Unlike the UK the main day of celebration is December 24th when the day builds up to a fabulous evening meal – Le Réveillon. A word of caution though, in a deliberate trap for those determined to improve their French, “Le Réveillon” is also used to describe the evening meal on 31st December so if you’re invited to someone’s house on this day, ensure you check which one!
This is a day for family and a visit to church in the build-up of the anticipation of the wonderful evening to come. Tables are set ornately with candles, scatter decorations and lights and you may well be surprised by the wonderful tradition of the tablecloths being knotted at the corners, done in order to block the devil from joining in. A place is also often set for either “an unexpected visitor” or for “the poor”.
The meal on the 24th can literally last for hours, with menu options differing slightly from region to region – but always starting with aperitifs/nibbles, often followed by a smoked salmon and oyster starter, then foie gras. It may be a good idea to ensure you don’t eat for the couple of days prior!
Unlike in the UK, a turkey is a rare sight nowadays in French households although you can still see them, but more generally, the main course of this meal is either goose or “capon” (cockerel) or “pintade” (fowl) or duckling accompanied by some form of potatoes often with green vegetables sautéed in garlic.
Of course don’t forget the cheese, which is a standard course in any respectable French meal and if that wasn’t enough, there is of course an obligatory (or more than one) dessert often in the form of a “buche de Noel” – a yule log. However spare a thought for those in Provence, home of the traditional 13 desserts which is designed to symbolise Christ and the 12 apostles! And lord help you if you’ve got any room left after that lot to graze on chocolates.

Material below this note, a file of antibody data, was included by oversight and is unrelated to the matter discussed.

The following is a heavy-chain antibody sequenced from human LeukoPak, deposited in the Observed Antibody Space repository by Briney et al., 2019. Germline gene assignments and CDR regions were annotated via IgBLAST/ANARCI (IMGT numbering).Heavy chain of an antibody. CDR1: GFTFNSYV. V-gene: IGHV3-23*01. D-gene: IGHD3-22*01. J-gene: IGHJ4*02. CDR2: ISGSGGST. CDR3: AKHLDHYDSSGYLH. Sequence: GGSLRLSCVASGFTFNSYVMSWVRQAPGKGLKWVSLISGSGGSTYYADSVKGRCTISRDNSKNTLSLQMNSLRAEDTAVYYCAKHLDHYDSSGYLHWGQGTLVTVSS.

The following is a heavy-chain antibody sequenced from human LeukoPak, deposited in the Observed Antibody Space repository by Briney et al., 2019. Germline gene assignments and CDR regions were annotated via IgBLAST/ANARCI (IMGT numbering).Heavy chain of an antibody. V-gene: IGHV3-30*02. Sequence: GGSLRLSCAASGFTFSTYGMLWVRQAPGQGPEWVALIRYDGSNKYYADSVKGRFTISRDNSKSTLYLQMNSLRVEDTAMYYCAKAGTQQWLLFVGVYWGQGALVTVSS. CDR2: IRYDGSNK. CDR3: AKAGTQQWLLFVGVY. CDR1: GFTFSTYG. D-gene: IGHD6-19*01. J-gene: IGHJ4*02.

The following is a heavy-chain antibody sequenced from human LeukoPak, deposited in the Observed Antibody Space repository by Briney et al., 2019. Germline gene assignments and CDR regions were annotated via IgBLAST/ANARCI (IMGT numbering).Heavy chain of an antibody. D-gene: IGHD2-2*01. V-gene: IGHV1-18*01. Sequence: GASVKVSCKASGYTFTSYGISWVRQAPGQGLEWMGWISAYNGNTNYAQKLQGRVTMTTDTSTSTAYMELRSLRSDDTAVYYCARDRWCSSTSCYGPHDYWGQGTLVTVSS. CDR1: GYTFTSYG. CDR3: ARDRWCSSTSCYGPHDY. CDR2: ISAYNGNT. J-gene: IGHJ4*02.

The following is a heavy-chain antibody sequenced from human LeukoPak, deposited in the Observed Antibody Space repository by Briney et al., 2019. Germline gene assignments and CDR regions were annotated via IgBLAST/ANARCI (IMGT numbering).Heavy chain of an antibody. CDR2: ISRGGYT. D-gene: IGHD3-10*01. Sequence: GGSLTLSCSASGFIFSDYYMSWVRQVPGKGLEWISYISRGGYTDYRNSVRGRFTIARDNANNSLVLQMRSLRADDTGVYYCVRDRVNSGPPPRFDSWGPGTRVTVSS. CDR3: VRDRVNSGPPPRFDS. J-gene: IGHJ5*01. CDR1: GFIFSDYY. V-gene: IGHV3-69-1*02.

Champagne is very much drunk at this time of year and every course of this wonderful meal will be accompanied by a wine specifically suited to each course. Followed naturally, by a slowly enjoyed digestif and coffee.
Traditions and customs
Following the meal on the 24th people often leave food and wine on the table for the Virgin Mary and children place their shoes by the front door hoping to find them full of presents on Christmas morning. A log is burned in many households (often having had a dousing of wine!) from Christmas Eve until New Year’s Eve to symbolise luck for the coming year. Cards are not so much sent at Christmas in France but more traditionally in the New Year to wish luck and good wishes to friends and family for the year ahead. A Christmas Day walk “en famille” is also traditional although you can probably forget it if there’s any rain in sight – France is definitely a nation of fair weather walkers.
The follow up
Of course as with any other country, Christmas in France doesn’t stop there. Just when you’ve recovered from the excesses of Christmas, it’s time to do it all over again for 31st December. Once again, the evening of this day is normally spent with friends and loved ones, over a long unhurried large several course meal, similar to Christmas Eve. But in France, the celebrations continue even longer as due to being a fairly traditional religious country. During the first few days of January, there is the tradition of baking a special cake called “la galette des Rois” – the kings’ cake.
This traditionally round puff pastry based cake houses a special trinket called “une feve”, meaning a bean and is eaten on 6th January in order to celebrate Epiphany (the journey of the 3 kings following the guiding light of the star of Bethlehem to see the baby Jesus with their gifts of gold, frankincense and myrrh.) The serving of the cake becomes a game as traditionally, a child hides under the table and shouts out the name of the next person to be served a slice so there is no way of knowing in advance who will end up with the piece cocooning the feve. The “feve” has evolved these days from a bean to a tiny porcelain figure so be careful how hard you bite into it but whoever finds it is said to receive instant good luck and also gets to become the King or Queen of the party as well as attaining the privilege of wearing the crown. Be careful what you wish for though, as it is also tradition that the King or Queen will then be in charge of providing the galette for the next year’s festivities.
Wishing you all a very happy and joy filled Christmas in France and a successful 2020!